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0/0 = 1?

  1. Jan 10, 2007 #1
    I did a search first but didnt really find anything, this is something ive been wondering for a bit:

    Both my calculator and math teacher tell me I cant ever divide by zero, but what if you had 0/0 ? couldnt that work, and equal 1? or is there a case in which this would not work?
  2. jcsd
  3. Jan 10, 2007 #2


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    Division by 0 is not defined. It's tempting to say that since every other number divided by itself is 1, so should 0. But this would have some strange consequences. Consider the function
    If x is not 0, then y=1. So it seems natural that y should also be 1 at x=0. But now consider this function:
    When x=0, we also get y=0/0. But when x gets close to 0, y gets larger and larger and approaches infinity. It doesn't seem reasonable to say y=1 when x is zero. This is one reason division by 0 is left behind. Functions that approch 0/0 are important in the study of calculus.
  4. Jan 10, 2007 #3


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    In fact, given any real number r, we can find fractions f(x)/g(x) where both f and g have limit 0 (as x goes to a) but f(x)/g(x) goes to r.

    By the way, while we say that a/0, for a not 0, is "undefined", it is common to say that 0/0 is "undetermined". If we try to set a/0= x then we must have a= 0(x) which is impossible. On the other hand, if 0/0= x then we must have 0= 0(x) for which is true for all values of x.
  5. Jan 10, 2007 #4


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    Remember that EVERY fraction a/b can be seen as the product a*(1/b)

    The number (1/b) is that number which multiplied with b yields 1, i.e, b*(1/b)=1, by definition of 1/b.
    1/b is called the reciprocal of b.

    However, without resorting to any idea of reciprocals at all, we may prove that for ANY number a, we have 0*a=0.
    But that means that THERE CANNOT EXIST A NUMBER 1/0!!!

    Therefore, the reciprocal 1/b can only be defined for numbers not equal to zero.

    Thus, the expression 0/0=0*1/0 tries to do the impossible thing, namely multiplying together something that IS a number (0), and something that ISN't a number (1/0). But multiplication requires that both factors are, indeed, numbers..
  6. Jan 10, 2007 #5
    Thanx, i guess i was thinking too simply. I managed to dissprove myself:


    0/0 = (0*3)/0 = (0/0)*3

    And if 0/0 = 1, Then:

    1 = 1*3

  7. Jan 11, 2007 #6
    I never understood a thing... isn't right to say that:


    When i can't solve a problem, can i go to the prof saying:" the solution is 0/0!!!!"?
  8. Jan 11, 2007 #7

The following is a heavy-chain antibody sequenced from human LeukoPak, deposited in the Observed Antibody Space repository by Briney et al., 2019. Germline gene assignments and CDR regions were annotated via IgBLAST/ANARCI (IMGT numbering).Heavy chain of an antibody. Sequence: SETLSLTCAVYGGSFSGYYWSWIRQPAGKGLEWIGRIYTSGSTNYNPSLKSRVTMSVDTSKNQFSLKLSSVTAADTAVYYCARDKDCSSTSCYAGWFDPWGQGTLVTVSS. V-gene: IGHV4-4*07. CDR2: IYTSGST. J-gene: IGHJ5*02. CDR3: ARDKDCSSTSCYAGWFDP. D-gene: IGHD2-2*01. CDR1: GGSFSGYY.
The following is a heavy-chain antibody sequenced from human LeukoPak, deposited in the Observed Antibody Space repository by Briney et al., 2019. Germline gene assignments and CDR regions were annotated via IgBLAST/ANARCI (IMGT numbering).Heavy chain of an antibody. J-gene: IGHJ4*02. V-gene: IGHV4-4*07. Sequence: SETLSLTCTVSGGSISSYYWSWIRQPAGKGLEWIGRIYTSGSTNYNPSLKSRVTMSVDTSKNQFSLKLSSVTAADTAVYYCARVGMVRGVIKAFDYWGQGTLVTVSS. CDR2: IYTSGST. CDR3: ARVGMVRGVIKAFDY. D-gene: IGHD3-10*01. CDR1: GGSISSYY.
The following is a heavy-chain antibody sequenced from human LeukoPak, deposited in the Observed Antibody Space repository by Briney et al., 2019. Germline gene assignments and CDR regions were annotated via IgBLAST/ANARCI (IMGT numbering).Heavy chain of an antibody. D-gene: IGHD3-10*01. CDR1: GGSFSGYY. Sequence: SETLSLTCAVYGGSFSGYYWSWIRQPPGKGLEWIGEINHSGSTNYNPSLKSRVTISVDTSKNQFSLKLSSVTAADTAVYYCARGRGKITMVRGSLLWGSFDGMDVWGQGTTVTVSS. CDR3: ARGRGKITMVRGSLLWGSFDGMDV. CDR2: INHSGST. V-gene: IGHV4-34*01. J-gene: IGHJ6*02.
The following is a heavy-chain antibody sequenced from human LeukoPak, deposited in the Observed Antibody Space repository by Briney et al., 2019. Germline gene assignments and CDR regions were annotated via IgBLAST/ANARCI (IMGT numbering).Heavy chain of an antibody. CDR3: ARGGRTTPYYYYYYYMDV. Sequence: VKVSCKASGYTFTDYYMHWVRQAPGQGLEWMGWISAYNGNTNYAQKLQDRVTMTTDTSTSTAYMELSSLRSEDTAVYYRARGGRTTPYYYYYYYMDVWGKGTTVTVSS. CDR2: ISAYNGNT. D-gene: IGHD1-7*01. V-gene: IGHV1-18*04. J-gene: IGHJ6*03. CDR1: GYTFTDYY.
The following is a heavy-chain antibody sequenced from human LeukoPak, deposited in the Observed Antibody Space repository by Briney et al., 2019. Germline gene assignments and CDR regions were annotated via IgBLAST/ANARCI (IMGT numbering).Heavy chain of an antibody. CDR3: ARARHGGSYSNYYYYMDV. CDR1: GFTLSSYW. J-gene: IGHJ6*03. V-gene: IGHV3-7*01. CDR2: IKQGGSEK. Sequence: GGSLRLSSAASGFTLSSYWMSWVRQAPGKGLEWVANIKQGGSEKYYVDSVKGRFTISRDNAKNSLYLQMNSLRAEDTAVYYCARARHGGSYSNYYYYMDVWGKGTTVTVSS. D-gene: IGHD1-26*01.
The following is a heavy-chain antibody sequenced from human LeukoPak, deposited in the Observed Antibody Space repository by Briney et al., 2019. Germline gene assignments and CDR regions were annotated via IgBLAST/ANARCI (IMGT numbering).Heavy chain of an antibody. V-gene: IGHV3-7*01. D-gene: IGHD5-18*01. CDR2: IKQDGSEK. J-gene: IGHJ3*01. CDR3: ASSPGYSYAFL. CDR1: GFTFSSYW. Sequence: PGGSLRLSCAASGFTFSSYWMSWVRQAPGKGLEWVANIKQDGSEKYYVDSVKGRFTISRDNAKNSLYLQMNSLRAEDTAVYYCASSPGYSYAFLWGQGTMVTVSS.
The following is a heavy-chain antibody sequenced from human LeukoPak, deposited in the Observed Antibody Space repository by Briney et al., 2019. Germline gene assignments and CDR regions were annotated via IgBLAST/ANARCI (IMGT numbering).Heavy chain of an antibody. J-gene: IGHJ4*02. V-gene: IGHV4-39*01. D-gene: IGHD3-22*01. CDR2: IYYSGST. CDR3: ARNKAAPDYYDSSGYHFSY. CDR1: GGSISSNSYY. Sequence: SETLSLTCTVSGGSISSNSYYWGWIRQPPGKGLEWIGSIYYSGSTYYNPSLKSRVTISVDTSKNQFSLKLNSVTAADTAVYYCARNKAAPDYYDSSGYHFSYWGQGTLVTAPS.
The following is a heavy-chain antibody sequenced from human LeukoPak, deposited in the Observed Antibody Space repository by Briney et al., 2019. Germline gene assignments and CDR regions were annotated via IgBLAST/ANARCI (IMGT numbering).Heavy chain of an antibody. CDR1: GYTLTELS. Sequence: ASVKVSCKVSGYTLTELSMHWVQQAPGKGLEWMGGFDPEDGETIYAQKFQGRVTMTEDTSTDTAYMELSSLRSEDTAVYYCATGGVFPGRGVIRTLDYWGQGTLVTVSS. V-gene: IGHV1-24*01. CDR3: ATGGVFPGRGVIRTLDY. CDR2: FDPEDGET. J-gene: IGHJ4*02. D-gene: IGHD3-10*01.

matt grime

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    R is a set. Are you asserting that, what ever 0/0 is, it is a set?
  9. Jan 11, 2007 #8
    yes. for example, the limits in the indeterminate form, if it can be removed, they can assume any result in R you wish. or not?
  10. Jan 11, 2007 #9


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    In this case, you have devised a fantasy function having two real arguments going to some set of sets. Nothing wrong with that of course, except it hasn't anything to do with a BINARY OPERATION, like multiplication or division.
  11. Jan 11, 2007 #10

    Gib Z

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    Sure you could choose to have a function where you choose whatever value from the real numbers you want, but you will find picking the right number is pretty hard :P
  12. Jan 12, 2007 #11
    There's a problem in your second step =).

    It'd be (0*3)/(0*3). Even then, it'd be 0 in the end.

    But it's just fantasy math with a lot of problems/flaws in the reasoning heh.
    Last edited: Jan 13, 2007
  13. Jan 13, 2007 #12
    It doesn't matter if they are equivalent, since it is obviously the case that 0*3=0.
  14. Jan 13, 2007 #13
    Then you have the case of saying 0/0 = 1; when before you stated 0 = 0*3... Where in you have 0/0 = 3 :p. A lot of flaws.

    You can't switch things up like that just because you feel like it.
  15. Jan 13, 2007 #14
    Obviously there are flaws. Was that unexpected? Division by zero is not defined. 0=0*3 is a common fact that follows from axioms for the real numbers, nowhere did we say 0/0=3, but this "disproof" is based on an assumption that 0/0=1.

    If they are EQUAL you certainly can. You seem to be saying something along the lines of I can't interchange 22 and 4. despite the fact that they are the same thing.
  16. Jan 14, 2007 #15


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    The thread has seem to run its course, so I'm closing it.
    Last edited: Jan 15, 2007
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